Oh. My. God. You know when all you’ve seen about a book is hype, hype and more hype, and you just think it can’t be as good as everyone says it is, so you’re a little wary of actually reading it? That’s kind of how I felt about finally getting the chance to read Strange the Dreamer by Laini Taylor. It couldn’t really be as good as the hype was suggesting, could it? Well, yes. Yes it could. I adored this book from the very first page and now that I’ve finished it, I’m not really sure what to do with myself!
The dream chooses the dreamer, not the other way around – and Lazlo Strange, war orphan and junior librarian, has always feared that his dream chose poorly. Since he was five years old he’s been obsessed with the mythic lost city of Weep, but it would take someone bolder than he to cross half the world in search of it. Then a stunning opportunity presents itself, in the person of a hero called the Godslayer and a band of legendary warriors, and he has to seize his chance to lose his dream forever.
What happened in Weep two hundred years ago to cut it off from the rest of the world? What exactly did the Godslayer slay that went by the name of god? And what is the mysterious problem he now seeks help in solving?
The answers await in Weep, but so do more mysteries – including the blue-skinned goddess who appears in Lazlo’s dreams. How did he dream her before he knew she existed? And if all the gods are dead, why does she seem so real?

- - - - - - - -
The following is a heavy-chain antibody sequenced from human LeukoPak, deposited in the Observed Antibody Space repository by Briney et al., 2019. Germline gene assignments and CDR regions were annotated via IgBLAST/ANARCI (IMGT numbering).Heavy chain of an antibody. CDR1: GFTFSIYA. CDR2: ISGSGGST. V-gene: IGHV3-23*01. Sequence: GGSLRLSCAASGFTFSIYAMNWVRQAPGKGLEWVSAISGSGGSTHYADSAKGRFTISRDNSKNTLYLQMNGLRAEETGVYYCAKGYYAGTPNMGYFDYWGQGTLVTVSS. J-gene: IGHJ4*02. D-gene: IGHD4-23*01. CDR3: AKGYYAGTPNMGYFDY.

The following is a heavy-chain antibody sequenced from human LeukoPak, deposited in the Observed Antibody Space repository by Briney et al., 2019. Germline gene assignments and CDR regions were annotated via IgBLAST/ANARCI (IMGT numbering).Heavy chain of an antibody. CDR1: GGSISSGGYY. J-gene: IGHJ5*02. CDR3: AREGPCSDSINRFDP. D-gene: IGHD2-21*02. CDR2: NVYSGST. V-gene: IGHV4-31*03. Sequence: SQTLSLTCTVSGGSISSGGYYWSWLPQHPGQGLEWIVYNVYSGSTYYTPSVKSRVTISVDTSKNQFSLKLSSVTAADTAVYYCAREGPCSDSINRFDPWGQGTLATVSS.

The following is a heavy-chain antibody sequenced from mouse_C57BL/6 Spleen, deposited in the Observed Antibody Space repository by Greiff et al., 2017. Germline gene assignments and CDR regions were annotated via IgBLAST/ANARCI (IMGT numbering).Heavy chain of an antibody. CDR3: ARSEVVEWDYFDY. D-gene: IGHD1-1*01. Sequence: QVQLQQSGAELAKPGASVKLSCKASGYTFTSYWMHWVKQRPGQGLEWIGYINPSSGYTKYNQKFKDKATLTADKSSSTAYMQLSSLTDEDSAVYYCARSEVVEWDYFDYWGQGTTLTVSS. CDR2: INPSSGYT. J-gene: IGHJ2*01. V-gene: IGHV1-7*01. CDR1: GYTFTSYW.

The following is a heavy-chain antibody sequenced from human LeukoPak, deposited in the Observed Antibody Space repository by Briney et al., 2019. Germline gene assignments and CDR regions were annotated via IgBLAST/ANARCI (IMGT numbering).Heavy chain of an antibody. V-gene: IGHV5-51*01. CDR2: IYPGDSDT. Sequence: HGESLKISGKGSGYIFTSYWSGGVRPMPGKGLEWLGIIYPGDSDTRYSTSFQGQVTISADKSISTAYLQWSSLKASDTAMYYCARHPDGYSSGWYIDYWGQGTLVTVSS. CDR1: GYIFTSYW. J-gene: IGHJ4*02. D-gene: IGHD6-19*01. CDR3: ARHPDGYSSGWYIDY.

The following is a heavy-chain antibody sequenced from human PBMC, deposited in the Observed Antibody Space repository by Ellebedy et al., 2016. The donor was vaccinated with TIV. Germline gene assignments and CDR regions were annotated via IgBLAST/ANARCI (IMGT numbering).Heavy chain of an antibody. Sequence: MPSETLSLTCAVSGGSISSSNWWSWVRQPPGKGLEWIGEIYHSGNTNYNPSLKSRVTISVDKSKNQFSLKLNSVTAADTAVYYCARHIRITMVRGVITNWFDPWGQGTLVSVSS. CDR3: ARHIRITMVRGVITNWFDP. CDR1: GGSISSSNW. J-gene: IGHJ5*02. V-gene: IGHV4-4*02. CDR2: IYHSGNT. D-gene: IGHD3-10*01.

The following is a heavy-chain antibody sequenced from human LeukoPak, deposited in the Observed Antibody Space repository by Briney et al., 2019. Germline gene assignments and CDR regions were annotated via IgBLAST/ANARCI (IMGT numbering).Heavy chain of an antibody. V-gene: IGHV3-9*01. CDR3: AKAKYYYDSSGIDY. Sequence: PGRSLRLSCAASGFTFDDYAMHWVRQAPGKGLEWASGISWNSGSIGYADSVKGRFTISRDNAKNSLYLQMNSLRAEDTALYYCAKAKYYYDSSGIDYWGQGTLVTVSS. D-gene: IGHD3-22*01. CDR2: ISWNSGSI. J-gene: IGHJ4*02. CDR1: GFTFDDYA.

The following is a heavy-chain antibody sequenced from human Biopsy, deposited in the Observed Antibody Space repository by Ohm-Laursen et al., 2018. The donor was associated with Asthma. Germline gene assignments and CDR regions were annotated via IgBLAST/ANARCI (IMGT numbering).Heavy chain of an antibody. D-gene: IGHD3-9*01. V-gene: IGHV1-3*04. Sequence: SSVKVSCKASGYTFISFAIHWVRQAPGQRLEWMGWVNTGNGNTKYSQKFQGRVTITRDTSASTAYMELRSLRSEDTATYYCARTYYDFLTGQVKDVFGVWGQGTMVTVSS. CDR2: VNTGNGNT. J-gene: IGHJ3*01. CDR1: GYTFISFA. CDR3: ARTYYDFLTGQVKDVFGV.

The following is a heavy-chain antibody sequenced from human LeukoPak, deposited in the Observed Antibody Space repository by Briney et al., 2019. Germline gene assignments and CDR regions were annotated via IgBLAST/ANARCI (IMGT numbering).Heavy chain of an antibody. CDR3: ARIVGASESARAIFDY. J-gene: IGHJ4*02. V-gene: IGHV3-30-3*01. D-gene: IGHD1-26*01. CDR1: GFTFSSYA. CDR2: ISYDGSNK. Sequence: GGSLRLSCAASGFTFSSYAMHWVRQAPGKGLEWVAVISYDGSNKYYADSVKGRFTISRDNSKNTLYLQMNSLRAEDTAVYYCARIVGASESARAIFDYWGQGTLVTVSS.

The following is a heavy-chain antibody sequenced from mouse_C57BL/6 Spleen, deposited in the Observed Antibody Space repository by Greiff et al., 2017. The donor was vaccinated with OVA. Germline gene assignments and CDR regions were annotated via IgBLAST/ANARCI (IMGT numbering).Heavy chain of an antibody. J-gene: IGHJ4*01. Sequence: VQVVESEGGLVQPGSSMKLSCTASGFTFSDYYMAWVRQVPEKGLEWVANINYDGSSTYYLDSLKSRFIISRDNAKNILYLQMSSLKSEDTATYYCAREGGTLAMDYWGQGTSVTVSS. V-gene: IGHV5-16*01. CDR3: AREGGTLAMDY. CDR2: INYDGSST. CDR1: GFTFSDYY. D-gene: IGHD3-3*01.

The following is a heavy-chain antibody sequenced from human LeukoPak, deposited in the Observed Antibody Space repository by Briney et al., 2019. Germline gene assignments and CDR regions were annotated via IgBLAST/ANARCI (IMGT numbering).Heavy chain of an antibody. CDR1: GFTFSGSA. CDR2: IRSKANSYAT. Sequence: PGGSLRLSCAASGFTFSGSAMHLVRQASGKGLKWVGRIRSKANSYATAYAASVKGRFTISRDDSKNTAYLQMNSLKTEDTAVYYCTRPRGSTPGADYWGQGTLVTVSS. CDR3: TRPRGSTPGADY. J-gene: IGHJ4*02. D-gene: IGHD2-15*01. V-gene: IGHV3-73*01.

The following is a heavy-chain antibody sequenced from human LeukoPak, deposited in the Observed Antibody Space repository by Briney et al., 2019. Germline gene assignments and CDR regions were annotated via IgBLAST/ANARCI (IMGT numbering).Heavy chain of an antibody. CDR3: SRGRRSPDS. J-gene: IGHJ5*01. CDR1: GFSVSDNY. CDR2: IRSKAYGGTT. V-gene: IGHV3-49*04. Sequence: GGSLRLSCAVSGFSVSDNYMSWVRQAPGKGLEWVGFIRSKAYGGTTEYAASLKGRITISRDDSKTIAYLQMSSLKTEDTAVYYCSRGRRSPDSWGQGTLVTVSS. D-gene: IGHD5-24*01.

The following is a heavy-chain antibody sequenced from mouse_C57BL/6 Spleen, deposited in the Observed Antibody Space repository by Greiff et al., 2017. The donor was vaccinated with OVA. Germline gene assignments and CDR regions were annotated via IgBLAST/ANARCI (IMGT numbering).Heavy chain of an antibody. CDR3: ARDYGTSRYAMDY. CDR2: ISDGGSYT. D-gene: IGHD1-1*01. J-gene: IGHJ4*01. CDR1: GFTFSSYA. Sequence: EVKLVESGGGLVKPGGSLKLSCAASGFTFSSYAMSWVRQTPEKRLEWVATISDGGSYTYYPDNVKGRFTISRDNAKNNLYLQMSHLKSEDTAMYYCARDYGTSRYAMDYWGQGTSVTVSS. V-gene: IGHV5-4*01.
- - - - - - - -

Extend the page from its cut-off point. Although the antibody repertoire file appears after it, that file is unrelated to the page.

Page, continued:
The writing in Strange the Dreamer is some of the most beautiful I’ve ever read. It’s incredibly evocative, and I could imagine everything about the world in vivid technicolour. It’s like reading a fairy tale for grown ups, which given the themes of the story, I can only imagine was deliberate. It works as a concept so well that I’m a little in awe of Taylor.
I fell in love with Lazlo almost immediately. We first meet him as a five year old orphan, unable to resist the temptation to continue playing in his imaginary version of the ‘Unseen City’ (he doesn’t like calling it Weep), even though he knows the monks who look after him will punish him. He grows up into a junior librarian who always has his nose stuck in a book – until he is given an opportunity he never expected in a million years, and he embarks on an adventure of a lifetime. Twenty year old Lazlo is like an alternative version of myself, which is possibly why I like him so much. *g* But he’s also loyal and generous and just wants to do the right thing, even if he knows it won’t necessarily be good for him, and I almost cheered when he joined the expedition to Weep because he deserved to be a part of it.
I don’t really want to talk about the plot, because I think it’s much better for everyone to go into this book almost blind, but the world-building is breathtaking and the characterisation of the whole cast is on point. There are characters who have been through some terrible things, and their PTSD (though it’s obviously not called that) is palpable in every scene.
Strange the Dreamer has catapulted right to the top of my best books of 2017 list (and I’ve read some truly amazing books already this year). It’s going to take some doing to dislodge it in the next nine months too. If you’re a fan of fantasy, or just gorgeous world-building and prose, you NEED to put this book on your TBR.
ARC received from the publisher via Netgalley in exchange for an honest review.